Henrietta Lacks deserves to be remembered, as does Deborah Lacks. Rebecca Skloot has provided the tombstone that Henrietta’s family could never afford. This true account is at its best when paying tribute to a woman whose life, in death, has benefited countless individuals worldwide.
...the long passages focusing on Ender are nearly always enthralling--the details are handled with flair and assurance...
Rather than settle for a coming-of-age or travails-of-immigrants story, Hosseini has folded them both into this searing spectacle of hard-won personal salvation. All this, and a rich slice of Afghan culture too: irresistible.
To all the readers out there who do not read horror, let me tell you this isn’t horror - it’s more of a thriller. If this was a movie, it would be like jump scares. Things are shocking but not petrifying, and overall the story is amazing.
The ending, in which her attacker comes after her once more, is the only part of the plot that feels forced. But the book's overall gritty realism and Melinda's hard-won metamorphosis will leave readers touched and inspired.
After reading the book, I feel like I managed to pick up the main ideas that Oscar Wilde was trying to convey.
This book should appeal to tweens looking for a story that reflects their fears and experiences and gives them hope that things get easier.
It was Rebecca that made me realize I didn't wish my life were more like a Gothic novel.
As hope blooms at story's end, those who have followed Harry thus far will be every bit as eager to discover what happens to him in his sixth and seventh years.
It's a strong story related to the reader by the omniscient narrator, told in a way reminiscent of fairy tales or spiritual texts like the Bible or Koran.
A book with many emotions to capture you, I struggle to describe it much! It could be a little boring at times, but it was definitely worth it.
The book has more fights, and it was way longer than the movie. This means more entertainment. Read the book first. See the movie later.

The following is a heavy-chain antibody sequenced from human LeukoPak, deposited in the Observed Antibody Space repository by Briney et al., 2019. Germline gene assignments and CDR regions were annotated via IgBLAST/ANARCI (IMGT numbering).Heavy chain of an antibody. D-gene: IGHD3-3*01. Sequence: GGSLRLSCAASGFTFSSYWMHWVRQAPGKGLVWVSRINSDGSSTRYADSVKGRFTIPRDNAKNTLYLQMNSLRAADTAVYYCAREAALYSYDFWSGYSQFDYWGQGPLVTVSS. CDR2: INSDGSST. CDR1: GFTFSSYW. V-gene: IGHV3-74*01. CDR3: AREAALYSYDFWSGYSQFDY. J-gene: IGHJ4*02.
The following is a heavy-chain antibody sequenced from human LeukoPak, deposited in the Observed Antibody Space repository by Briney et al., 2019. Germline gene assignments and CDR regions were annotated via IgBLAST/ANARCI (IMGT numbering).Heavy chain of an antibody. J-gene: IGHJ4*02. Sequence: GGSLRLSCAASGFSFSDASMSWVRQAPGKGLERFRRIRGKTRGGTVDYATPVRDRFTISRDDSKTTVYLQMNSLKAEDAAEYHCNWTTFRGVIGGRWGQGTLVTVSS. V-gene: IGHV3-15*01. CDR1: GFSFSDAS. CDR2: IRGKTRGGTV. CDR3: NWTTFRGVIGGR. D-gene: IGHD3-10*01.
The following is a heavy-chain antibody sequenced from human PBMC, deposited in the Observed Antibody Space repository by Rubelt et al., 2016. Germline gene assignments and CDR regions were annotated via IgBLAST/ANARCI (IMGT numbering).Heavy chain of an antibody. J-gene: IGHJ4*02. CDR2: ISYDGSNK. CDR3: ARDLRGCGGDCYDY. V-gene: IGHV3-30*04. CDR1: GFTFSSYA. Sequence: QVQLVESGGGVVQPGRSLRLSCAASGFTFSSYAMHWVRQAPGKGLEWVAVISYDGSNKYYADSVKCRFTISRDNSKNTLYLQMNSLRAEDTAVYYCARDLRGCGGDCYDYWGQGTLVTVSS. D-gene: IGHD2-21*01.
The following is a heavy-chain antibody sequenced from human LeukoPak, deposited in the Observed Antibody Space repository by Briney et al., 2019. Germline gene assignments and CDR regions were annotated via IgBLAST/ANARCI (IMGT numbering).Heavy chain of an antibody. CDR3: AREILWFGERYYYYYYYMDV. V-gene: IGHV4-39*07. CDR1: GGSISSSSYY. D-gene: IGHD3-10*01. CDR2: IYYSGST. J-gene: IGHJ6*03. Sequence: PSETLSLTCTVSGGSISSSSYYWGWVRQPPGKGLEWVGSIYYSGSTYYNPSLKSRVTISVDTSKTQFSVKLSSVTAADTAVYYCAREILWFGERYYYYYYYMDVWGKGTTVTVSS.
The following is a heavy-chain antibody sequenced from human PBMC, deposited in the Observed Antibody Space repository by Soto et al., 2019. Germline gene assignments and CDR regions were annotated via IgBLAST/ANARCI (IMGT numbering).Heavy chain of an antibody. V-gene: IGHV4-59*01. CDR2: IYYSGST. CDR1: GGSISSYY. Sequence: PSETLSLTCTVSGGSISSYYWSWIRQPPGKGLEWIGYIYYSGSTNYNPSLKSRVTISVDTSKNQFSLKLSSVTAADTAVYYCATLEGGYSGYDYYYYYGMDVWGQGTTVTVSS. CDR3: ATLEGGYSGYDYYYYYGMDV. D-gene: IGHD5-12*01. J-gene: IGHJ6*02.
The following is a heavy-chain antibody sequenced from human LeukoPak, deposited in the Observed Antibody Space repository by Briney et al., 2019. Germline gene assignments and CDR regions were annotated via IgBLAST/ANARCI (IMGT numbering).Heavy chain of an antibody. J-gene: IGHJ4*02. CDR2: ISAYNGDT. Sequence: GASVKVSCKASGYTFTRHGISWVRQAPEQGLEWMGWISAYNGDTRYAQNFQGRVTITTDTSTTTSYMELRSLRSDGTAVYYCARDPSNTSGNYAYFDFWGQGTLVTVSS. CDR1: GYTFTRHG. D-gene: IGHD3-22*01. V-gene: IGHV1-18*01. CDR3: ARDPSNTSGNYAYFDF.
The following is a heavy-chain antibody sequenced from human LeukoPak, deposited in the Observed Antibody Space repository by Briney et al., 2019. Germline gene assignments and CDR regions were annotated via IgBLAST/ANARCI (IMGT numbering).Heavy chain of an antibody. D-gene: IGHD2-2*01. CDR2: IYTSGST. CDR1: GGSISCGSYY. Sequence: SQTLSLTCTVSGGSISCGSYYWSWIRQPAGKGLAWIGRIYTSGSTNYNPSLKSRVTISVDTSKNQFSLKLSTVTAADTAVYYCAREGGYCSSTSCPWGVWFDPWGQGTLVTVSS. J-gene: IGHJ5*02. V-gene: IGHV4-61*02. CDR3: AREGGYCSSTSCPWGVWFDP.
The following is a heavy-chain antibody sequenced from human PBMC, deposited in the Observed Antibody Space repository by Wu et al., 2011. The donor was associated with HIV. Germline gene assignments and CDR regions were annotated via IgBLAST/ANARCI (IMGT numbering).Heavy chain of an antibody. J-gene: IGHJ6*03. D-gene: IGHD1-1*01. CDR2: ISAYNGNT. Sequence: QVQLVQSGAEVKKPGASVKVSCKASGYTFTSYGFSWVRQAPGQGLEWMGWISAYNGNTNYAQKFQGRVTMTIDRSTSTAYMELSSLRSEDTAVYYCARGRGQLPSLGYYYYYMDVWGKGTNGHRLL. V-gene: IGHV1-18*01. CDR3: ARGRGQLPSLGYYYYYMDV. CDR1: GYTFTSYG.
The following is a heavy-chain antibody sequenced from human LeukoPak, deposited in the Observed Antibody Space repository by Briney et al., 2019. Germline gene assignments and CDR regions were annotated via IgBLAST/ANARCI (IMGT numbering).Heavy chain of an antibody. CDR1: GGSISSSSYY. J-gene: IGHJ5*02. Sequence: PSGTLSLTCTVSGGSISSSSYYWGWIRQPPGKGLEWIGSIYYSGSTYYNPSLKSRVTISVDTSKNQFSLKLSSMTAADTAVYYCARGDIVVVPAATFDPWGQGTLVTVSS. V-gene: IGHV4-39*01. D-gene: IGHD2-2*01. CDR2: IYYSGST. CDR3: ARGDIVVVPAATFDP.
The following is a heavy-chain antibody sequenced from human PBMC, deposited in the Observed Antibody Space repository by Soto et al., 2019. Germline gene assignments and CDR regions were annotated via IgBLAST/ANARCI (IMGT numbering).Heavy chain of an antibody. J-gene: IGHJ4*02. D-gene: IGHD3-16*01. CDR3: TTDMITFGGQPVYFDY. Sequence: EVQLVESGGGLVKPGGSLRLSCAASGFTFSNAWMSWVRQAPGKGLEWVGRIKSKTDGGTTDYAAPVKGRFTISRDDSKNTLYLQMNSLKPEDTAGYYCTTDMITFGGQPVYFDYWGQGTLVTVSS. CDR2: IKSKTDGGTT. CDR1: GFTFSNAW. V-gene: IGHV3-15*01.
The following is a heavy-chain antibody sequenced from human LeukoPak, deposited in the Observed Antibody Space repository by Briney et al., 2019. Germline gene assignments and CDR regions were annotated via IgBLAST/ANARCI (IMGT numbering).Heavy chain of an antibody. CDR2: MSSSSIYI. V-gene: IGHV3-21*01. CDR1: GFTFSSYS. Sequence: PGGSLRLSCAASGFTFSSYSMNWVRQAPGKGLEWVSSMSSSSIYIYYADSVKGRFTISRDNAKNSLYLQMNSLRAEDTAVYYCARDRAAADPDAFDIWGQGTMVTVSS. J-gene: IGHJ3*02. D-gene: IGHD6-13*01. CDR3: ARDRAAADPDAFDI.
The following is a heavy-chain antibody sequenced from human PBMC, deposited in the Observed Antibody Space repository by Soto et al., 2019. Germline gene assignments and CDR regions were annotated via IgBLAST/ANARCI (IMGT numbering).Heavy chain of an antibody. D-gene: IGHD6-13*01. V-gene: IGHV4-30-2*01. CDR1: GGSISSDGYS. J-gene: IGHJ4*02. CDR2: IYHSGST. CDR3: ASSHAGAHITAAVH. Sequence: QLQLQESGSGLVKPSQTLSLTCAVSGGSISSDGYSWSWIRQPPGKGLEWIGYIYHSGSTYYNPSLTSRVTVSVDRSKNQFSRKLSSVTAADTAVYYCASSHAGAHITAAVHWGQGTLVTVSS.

This book lets you make your own opinion on each character and it's not all black and white with baddies and goodies as each of them has multiple flaws which make them all the more interesting.
Although the romance of chivalry is central to the culture of the Seven Kingdoms, and tournaments, derring-do and handsome knights abound, these trappings merely give cover to dangerous men and women who will stop at nothing to achieve their goals.
It is a fact that Joseph Conrad has placed an unreasonable amount of controversy on the table, after his publication of is novel. However, its is ultimately the readers choice. The readers can choose who is the victim from who is the villain.
Ethan’s wry narrative voice will resonate with readers of John Green as well as the hordes of supernatural-romance fans looking for the next book to sink their teeth into.
Ms. Lepore’s lively, surprising and occasionally salacious history is far more than the story of a comic strip. The author, a professor of history at Harvard, places Wonder Woman squarely in the story of women’s rights in America...
Vampire Academy is a solid addition to the teen paranormal market and a great first novel in a six-book series. The well-written romance and action will keep readers of all ages coming back for more...It’s enjoyable, quick, and a good bridge novel if you don’t read a lot of young-adult paranormal or urban fantasy.
I really enjoyed this book and it was very very funny. I would recommend it to children of 7 to 12. It's the seventh book in the series, so if you enjoyed it there is more to read.
Neil Gaiman supposedly would like to go back and revisit the village of Wall at some point and I would definitely be up for another trip there, too.